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  • The Sea Ranch Songsby Aleksandra Vrebalov
  • John Pippen
The Sea Ranch Songs. Aleksandra Vrebalov, music; Andrew Lyndon, video; the Kronos Quartet. Liner notes by David Harrington, Donlyn Lyndon, and Aleksandra Vrebalov. Cantaloupe Music CA21122, 2016, CD and DVD (sixty-four minutes).

About three hours' drive north of San Francisco one finds Sea Ranch, California, a planned seaside community of some thirteen hundred residents. Established in 1965 on an old sheep ranch, the scattered community holds the land in common and promotes a minimum-impact yet modern approach to living. The community prospered over the years, and newcomers have built additional homes on the rugged landscape. In 2015 the Sea Ranch community commissioned Aleksandra Vrebalov, Andrew Lyndon, and the Kronos Quartet to create a piece of music to commemorate its fiftieth anniversary. The result is The Sea Ranch Songs, with music composed by Vrebalov and performed by the Kronos Quartet. Lyndon created a film version set to the music that uses footage of the land, various buildings, and native wildlife.

In both content and packaging, The Sea Ranch Songsis a beautiful work of art. The Kronos Quartet sounds excellent. The music is played passionately, with clear attacks and expressive phrasing. Over the years, this quartet has established a reputation for exciting renditions of the latest works, and The Sea Songslives up to this sterling reputation. The packaging includes extensive notes by Vrebalov and an essay about Sea Ranch by Donlyn Lyndon, one of the community's founders. The work presents a perspective of Sea Ranch that foregrounds the views of community members and includes numerous audio samples of interviews conducted with Sea Ranchers. Available as both an audio-only CD and a DVD, the work is best experienced in the audiovisual format. Vrebalov's music, while thoughtful and fitting to the occasion, gains depth when heard along with Lyndon's visuals.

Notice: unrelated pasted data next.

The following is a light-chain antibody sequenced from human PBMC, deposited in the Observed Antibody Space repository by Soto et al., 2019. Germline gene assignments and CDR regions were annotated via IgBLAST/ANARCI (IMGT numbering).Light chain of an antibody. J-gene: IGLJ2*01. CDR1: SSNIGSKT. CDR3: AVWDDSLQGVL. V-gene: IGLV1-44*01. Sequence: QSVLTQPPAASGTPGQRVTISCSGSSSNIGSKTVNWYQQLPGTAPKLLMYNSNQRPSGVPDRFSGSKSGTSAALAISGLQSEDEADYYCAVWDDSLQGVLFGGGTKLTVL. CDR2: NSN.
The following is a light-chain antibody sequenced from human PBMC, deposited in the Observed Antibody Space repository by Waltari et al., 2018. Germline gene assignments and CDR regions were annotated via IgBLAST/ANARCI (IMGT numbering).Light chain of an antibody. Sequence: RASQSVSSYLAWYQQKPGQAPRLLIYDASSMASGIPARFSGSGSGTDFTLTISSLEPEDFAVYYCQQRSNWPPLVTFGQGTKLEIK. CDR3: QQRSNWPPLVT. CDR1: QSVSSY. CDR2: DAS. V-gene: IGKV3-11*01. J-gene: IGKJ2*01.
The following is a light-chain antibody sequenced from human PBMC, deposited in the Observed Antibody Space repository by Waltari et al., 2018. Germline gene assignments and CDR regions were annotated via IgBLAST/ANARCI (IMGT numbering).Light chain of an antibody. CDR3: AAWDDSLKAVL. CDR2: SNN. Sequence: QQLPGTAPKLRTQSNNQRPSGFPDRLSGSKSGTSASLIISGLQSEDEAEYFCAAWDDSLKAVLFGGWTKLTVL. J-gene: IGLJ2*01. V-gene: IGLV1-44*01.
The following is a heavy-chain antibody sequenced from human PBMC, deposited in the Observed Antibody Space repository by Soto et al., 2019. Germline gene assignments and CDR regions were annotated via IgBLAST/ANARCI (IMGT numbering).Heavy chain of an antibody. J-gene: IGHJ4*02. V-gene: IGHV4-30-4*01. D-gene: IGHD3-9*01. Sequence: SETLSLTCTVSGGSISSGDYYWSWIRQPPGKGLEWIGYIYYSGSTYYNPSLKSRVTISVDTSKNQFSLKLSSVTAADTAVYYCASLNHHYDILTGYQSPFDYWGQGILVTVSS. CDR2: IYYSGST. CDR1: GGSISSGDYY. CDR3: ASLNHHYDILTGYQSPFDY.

The Sea Ranch Songsappeals to future generations by concentrating on the relationship residents have with the land. The piece portrays the land as a dynamic and invaluable rhizomatic entity. Interviewees heard in the piece describe the land as made up of many things—pebbles, hermit crabs, rip tides, birds, the wind, a special tree, stars in the night, and hedges—which all come together in a unique environment. Over the years, residents have taken legal steps to protect this idealization of nature. Community guidelines require committee approval of any new constructions, and documents available on the Sea Ranch website outline the proper relationship between residents and the land. The Sea Ranch Design Manual and Rulesassert, "This is not a place for the grand architectural statement; it is a place to explore the subtle nuances of fitting-in—blending buildings into the existing environmental setting and the historical context." 1As far as the film shows, builders have obeyed this command, creating homes that, while remarkable, nevertheless settle into the landscape.

The Sea Ranch SongsDVD presents a utopic depiction of the land through imagery collage, audio samples of natural sounds and resident interviews, and original music. Beginning with the "Traveler's Song," sung by Kashia-Pomo medicine man Lorin Smith, Sea Ranch Songsmoves through a variety of musical and visual settings, with buildings and locations portrayed almost as characters. "Fort Ross Chorale" features footage of Fort Ross, founded in the early nineteenth [End Page 247]century by the Russian-American Company. Here, the music brings together old hymnody with fragments of melody that never fully develop. This postminimal style features strongly in much of Vrebalov's music. The score portrays a place that can be beautiful and still while at different times achieving a frightening level of activity: violin cadenzas over thickly textured forte strings for the churning ocean in "Elements II"; static-seeming high string harmonics for the stunning Sea Ranch Chapel; and simple homophonic fragmentary tunes paired with interview snippets for the final movement, "Gratitude, Coda."

The third movement, "Gratitude," presents a thesis statement of sorts for the piece overall and uses footage of a calm ocean, beaches, and various bays. We hear numerous fragments of interviews from Sea Ranchers mixed with major mode quasi-tonal string writing. Vrebalov allows...


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